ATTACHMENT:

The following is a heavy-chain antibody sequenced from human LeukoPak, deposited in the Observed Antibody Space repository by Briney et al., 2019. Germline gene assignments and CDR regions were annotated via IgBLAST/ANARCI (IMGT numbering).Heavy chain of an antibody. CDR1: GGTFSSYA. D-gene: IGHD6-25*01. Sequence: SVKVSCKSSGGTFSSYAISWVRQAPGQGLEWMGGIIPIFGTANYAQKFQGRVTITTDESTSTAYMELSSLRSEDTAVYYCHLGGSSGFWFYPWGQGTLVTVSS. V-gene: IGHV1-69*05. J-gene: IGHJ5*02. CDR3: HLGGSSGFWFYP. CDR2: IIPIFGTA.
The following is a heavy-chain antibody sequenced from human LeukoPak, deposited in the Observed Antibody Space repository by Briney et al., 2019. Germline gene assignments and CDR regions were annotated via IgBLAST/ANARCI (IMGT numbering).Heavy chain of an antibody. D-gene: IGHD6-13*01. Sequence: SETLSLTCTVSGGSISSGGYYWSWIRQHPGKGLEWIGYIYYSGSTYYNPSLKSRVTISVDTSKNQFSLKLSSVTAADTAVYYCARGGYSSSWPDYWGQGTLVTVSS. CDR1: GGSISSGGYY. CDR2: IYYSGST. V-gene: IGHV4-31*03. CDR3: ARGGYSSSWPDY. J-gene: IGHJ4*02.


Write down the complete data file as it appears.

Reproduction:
The following is a heavy-chain antibody sequenced from human LeukoPak, deposited in the Observed Antibody Space repository by Briney et al., 2019. Germline gene assignments and CDR regions were annotated via IgBLAST/ANARCI (IMGT numbering).Heavy chain of an antibody. CDR1: GGTFSSYA. D-gene: IGHD6-25*01. Sequence: SVKVSCKSSGGTFSSYAISWVRQAPGQGLEWMGGIIPIFGTANYAQKFQGRVTITTDESTSTAYMELSSLRSEDTAVYYCHLGGSSGFWFYPWGQGTLVTVSS. V-gene: IGHV1-69*05. J-gene: IGHJ5*02. CDR3: HLGGSSGFWFYP. CDR2: IIPIFGTA.
The following is a heavy-chain antibody sequenced from human LeukoPak, deposited in the Observed Antibody Space repository by Briney et al., 2019. Germline gene assignments and CDR regions were annotated via IgBLAST/ANARCI (IMGT numbering).Heavy chain of an antibody. D-gene: IGHD6-13*01. Sequence: SETLSLTCTVSGGSISSGGYYWSWIRQHPGKGLEWIGYIYYSGSTYYNPSLKSRVTISVDTSKNQFSLKLSSVTAADTAVYYCARGGYSSSWPDYWGQGTLVTVSS. CDR1: GGSISSGGYY. CDR2: IYYSGST. V-gene: IGHV4-31*03. CDR3: ARGGYSSSWPDY. J-gene: IGHJ4*02.